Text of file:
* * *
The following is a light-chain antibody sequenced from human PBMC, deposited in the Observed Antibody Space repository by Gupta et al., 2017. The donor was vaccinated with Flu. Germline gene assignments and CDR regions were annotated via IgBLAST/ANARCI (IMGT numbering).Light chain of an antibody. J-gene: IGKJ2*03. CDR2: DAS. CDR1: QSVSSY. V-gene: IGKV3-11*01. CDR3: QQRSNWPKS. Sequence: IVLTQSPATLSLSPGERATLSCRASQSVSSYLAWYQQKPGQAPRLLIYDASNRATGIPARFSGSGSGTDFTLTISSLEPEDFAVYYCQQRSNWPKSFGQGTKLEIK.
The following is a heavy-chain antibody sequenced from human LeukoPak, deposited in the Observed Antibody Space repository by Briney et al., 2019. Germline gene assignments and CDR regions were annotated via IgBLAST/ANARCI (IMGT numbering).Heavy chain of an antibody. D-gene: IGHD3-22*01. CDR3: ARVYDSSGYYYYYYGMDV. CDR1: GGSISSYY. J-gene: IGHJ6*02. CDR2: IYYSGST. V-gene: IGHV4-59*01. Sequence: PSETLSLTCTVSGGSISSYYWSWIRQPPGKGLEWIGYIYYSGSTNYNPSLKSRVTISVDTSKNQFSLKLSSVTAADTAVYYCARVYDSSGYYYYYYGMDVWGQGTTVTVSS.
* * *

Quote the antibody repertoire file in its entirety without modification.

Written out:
The following is a light-chain antibody sequenced from human PBMC, deposited in the Observed Antibody Space repository by Gupta et al., 2017. The donor was vaccinated with Flu. Germline gene assignments and CDR regions were annotated via IgBLAST/ANARCI (IMGT numbering).Light chain of an antibody. J-gene: IGKJ2*03. CDR2: DAS. CDR1: QSVSSY. V-gene: IGKV3-11*01. CDR3: QQRSNWPKS. Sequence: IVLTQSPATLSLSPGERATLSCRASQSVSSYLAWYQQKPGQAPRLLIYDASNRATGIPARFSGSGSGTDFTLTISSLEPEDFAVYYCQQRSNWPKSFGQGTKLEIK.
The following is a heavy-chain antibody sequenced from human LeukoPak, deposited in the Observed Antibody Space repository by Briney et al., 2019. Germline gene assignments and CDR regions were annotated via IgBLAST/ANARCI (IMGT numbering).Heavy chain of an antibody. D-gene: IGHD3-22*01. CDR3: ARVYDSSGYYYYYYGMDV. CDR1: GGSISSYY. J-gene: IGHJ6*02. CDR2: IYYSGST. V-gene: IGHV4-59*01. Sequence: PSETLSLTCTVSGGSISSYYWSWIRQPPGKGLEWIGYIYYSGSTNYNPSLKSRVTISVDTSKNQFSLKLSSVTAADTAVYYCARVYDSSGYYYYYYGMDVWGQGTTVTVSS.